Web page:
In the last decade, the technology, regulation, and industry structure of our information infrastructure (telephone services, cable and broadcast television, and myriad new data and information services) have changed dramatically. Since the break-up of AT&T's Bell System monopoly, telephone services in the United States are no longer purchased from a single firm. Advances in fiber optics, wireless communications and software-controlled switching are changing how communication services are provided. As the global economy grows more dependent on a hybrid mix of interconnected networks, public officials in the US and abroad are relinquishing control of the market. All of these changes are affecting the quality and reliability of the telecommunications infrastructure, but informed discussions of the public policy and economic issues are scarce. Deregulation and increased competition have lowered prices, but have service quality and reliability suffered? Do advanced network technologies which make it possible to offer a dizzying array of new services increase vulnerability to system-wide failures? Who should or is likely to bear the costs of increased -- or decreased -- service quality?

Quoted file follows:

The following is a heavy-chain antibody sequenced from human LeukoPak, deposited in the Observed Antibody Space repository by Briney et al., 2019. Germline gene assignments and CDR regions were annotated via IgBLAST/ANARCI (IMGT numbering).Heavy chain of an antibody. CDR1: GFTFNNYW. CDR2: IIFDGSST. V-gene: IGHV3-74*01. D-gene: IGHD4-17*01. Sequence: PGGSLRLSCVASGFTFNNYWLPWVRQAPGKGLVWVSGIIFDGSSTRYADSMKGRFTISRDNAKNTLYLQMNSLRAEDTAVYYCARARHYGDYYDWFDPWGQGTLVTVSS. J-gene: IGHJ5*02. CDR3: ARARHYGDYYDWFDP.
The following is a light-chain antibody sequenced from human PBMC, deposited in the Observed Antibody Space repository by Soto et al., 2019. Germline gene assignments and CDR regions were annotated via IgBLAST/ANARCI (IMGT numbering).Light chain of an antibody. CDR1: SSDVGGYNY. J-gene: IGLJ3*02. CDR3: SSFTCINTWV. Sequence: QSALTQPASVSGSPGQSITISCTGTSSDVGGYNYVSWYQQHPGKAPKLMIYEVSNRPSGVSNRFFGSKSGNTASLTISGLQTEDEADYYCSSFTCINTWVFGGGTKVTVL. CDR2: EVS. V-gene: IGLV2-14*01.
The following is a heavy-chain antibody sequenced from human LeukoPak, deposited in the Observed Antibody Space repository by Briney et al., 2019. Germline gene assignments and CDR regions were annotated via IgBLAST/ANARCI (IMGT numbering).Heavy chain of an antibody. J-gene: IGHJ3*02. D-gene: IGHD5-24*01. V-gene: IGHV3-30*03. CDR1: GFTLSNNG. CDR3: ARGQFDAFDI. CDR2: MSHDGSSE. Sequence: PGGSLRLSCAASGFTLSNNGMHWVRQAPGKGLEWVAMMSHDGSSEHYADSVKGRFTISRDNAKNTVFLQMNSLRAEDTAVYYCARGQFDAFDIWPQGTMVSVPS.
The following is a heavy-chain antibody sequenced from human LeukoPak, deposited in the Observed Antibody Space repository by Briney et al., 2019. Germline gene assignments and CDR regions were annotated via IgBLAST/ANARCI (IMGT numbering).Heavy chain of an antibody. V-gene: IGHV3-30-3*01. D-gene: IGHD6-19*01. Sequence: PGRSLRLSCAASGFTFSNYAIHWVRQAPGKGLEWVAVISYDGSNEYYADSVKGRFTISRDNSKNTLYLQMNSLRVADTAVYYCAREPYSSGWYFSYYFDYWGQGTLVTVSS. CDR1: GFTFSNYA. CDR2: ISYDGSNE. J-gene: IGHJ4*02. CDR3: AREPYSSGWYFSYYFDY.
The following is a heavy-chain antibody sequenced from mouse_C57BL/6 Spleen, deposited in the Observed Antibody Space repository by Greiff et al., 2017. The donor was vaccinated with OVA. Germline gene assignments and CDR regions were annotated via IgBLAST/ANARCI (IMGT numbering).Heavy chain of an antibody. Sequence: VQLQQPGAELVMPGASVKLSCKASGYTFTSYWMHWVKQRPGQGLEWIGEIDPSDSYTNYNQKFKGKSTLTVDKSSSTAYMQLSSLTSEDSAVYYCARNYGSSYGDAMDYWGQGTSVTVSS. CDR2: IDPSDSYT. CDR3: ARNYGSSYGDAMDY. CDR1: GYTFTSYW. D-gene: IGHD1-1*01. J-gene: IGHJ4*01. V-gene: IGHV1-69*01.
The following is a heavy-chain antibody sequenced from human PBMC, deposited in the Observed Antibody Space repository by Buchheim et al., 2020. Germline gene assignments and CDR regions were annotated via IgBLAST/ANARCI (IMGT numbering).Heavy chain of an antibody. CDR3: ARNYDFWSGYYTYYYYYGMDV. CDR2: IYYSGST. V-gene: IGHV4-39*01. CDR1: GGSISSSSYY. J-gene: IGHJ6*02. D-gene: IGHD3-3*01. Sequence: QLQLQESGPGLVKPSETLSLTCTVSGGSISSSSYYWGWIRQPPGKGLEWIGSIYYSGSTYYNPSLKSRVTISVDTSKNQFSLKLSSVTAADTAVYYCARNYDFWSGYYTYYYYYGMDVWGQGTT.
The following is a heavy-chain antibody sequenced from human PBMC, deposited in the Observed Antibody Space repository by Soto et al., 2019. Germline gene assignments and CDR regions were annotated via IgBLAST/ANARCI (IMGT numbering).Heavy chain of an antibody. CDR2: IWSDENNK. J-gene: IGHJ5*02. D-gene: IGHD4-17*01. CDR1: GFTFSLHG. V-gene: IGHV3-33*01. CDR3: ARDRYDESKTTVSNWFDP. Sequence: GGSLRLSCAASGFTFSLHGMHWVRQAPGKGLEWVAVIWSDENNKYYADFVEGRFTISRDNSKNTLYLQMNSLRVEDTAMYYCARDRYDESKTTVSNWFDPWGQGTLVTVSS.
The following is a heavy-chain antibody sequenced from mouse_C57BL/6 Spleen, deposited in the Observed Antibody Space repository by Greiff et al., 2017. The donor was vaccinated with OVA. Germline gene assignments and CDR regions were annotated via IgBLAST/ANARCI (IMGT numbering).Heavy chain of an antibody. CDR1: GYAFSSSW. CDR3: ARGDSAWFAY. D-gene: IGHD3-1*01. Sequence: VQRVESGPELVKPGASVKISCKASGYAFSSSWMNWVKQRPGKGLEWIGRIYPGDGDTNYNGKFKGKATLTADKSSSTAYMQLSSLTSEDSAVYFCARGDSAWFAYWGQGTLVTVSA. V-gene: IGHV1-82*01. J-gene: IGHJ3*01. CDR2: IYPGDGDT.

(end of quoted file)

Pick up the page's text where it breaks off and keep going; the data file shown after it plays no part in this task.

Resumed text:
This volume tackles the economic and public policy issues raised by these difficult questions for an audience of industry executives, scholars, and policymakers. Leading scholars and analysts examine such issues as the effects of network ownership on incentives to invest in quality improvements and/or strategies for quality-differentiated pricing in tomorrow's broadband, integrated networks. They analyze the quality of current telecommunications networks and the impact of re-regulation on cable television quality. The contributions range from new microeconomic theory to new empirical research.
As such, the volume makes a valuable contribution to the public debate on network quality and reliability. It will be useful both as an introduction to newcomers and as a resource for more experienced researchers. As regulatory, industry and national barriers to integrated communications fall, these issues are likely to become even more important. The research presented here provides a solid foundation for further discussion.